by Stephen Findlater
Versatile Katie Mullan is ambitious that the Irish women can push on a step further and breach the top four in Europe for the first time.
The Green Army return to the top table following promotion in 2015 in Prague and are now aiming to push for a semi-final spot having finished fifth three times before. It follows an upbeat 18 months, beating a couple of Olympic-bound sides at the Hawkes Bay Cup in 2016, a tournament which brought together a new look side, before showing up well in the World Cup qualifying process.
For Mullan, she stepped into the captaincy role with Ireland this year in place of Megan Frazer following a knee injury that has seen her out of action for the last nine months. The UCD woman, 23, has been part of the Irish setup for five years now, starting life in the forward line before being employed in defence at times and frequently in midfield.
But her return to the forwards has proven a fine decision by coach Graham Shaw, her aggressive style matching their ambitions in the press while her eye for goal has yielded some eye-catching results.
Prior to the World League Semi-Final in Johannesburg, she scored winners against both Korea and Germany in June – the first time Ireland had ever beaten Die Danas. She followed up with a critical equaliser against India in the seventh place playoff in South Africa, en route to a 2-1 win that boosts their hopes of a first World Cup place since 2002.
It was a dramatic tie with India taking the lead and looking set to move out of sight when Irish goalkeeper Ayeisha McFerran was sin-binned, conceding a stroke in the process. Grace O’Flanagan came off the bench to save the stroke with her first touch of the tournament and went on to keep out a couple of second half corners before the green army turned the tide. To do so, they scored twice in the closing 12 minutes, continuing a theme of late goals in the last few years.
Reflecting on that tie, Mullan said: “Winning that playoff was extremely important in terms of our chances at World cup qualification. The resilience to comeback in the final quarter was first class. “Credit must go to Grace; not only did she save a stroke with her first touch but she also brought a real element of calm and belief onto the pitch.
“I have no doubt that our many last minute comebacks over the past 18 months stood to us in that game but most important thing was that we stuck to the game plan and didn’t force the ball.”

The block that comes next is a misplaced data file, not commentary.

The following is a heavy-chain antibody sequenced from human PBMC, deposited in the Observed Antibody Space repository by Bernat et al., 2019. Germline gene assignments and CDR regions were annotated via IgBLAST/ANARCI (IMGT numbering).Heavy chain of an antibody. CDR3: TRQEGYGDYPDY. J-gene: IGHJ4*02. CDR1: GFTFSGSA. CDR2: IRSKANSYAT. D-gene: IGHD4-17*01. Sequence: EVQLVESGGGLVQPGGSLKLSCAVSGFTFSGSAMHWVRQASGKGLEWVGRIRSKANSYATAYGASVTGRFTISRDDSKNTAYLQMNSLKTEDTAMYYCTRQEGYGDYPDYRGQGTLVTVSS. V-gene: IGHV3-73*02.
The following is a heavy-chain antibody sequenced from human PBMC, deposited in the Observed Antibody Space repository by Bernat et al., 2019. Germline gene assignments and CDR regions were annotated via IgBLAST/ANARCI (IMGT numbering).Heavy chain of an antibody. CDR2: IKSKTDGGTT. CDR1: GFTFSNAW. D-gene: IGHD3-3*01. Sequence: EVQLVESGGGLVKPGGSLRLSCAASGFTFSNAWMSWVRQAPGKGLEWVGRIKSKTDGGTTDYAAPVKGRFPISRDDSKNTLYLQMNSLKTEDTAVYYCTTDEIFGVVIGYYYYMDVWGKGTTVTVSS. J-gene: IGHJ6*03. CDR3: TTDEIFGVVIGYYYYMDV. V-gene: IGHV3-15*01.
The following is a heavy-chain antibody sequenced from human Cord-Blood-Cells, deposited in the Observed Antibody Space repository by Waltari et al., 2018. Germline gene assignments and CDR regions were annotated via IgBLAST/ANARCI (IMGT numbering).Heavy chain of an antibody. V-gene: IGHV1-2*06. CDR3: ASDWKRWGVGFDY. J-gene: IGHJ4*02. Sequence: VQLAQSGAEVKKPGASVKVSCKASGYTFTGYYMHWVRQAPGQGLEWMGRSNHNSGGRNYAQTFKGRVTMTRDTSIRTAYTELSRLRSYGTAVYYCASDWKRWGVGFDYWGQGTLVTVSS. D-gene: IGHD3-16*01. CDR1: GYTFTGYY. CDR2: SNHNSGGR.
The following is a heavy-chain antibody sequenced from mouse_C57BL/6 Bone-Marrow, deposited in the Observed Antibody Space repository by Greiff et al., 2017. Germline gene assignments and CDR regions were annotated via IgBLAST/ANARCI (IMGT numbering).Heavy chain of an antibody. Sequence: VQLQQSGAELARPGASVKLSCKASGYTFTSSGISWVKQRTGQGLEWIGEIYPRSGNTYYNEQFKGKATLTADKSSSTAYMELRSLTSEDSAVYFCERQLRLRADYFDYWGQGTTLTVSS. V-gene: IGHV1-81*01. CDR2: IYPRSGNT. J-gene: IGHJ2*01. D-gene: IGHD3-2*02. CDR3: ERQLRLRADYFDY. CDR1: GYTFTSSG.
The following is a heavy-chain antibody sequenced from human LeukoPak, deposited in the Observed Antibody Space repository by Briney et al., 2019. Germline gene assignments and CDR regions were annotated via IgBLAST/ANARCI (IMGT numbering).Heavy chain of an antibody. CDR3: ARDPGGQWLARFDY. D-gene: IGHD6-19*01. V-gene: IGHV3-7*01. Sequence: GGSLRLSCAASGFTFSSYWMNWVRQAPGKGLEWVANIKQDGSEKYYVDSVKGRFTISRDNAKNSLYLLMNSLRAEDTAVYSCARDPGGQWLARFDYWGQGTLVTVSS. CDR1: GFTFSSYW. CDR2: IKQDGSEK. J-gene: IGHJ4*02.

For Amsterdam, O’Flanagan will wear the number one shirt with McFerran returning to her base in the University of Louisville where she studies. Clodagh Cassin comes in as the other goalkeeper while Lizzie Colvin swaps out for Ali Meeke in midfield in the only other change.
Waiting game for the World Cup spot
Ireland now face a waiting game to see how those tickets to London 2018 work out, sitting third on the list of potential qualifiers once the continental championships play out. “Initially I was doing a lot of research as to when we might know for sure if we have a World Cup spot,” Mullan explained. “But with most of the continental games not taking place until late October, I’ve put it aside. Otherwise, I would drive myself mad! We have an impact on what happens at the Europeans so that is where all our focus lies!”
Their group in Amsterdam features a couple of rematches with games against England and Germany from the World League along with a tie against their regular sparring partners Scotland. It means they know their opposition extremely well; Mullan scored against the English in Johannesburg in a close-run 3-2 defeat.
“We know how England play and what to expect tactically. If you give them soft opportunities, they will take them. Its important for us to stay switched on for 60 minutes against them as they have some skillful forwards. We will look to start our European tournament with the confidence and belief we had against them in that second half.”
For Germany, in addition to their win in Berlin, they drew 2-2 in South Africa but were left frustrated as they led with seven seconds to go only to concede from a penalty corner at the end.
“The last two times we have played Germany they have been close encounters. We are looking forward to having another go at them. We must ensure our basic skills are as good as, if not better, than theirs on the day. The physical output against them was demanding so we must be prepared for the same again in Amsterdam.
“Scotland pose a different challenge for us in the Europeans; we must bring a high tempo to the game and must be prepared for them to come out of the blocks against us. Both teams know one another very well so for us this match will be about doing the simple things well.”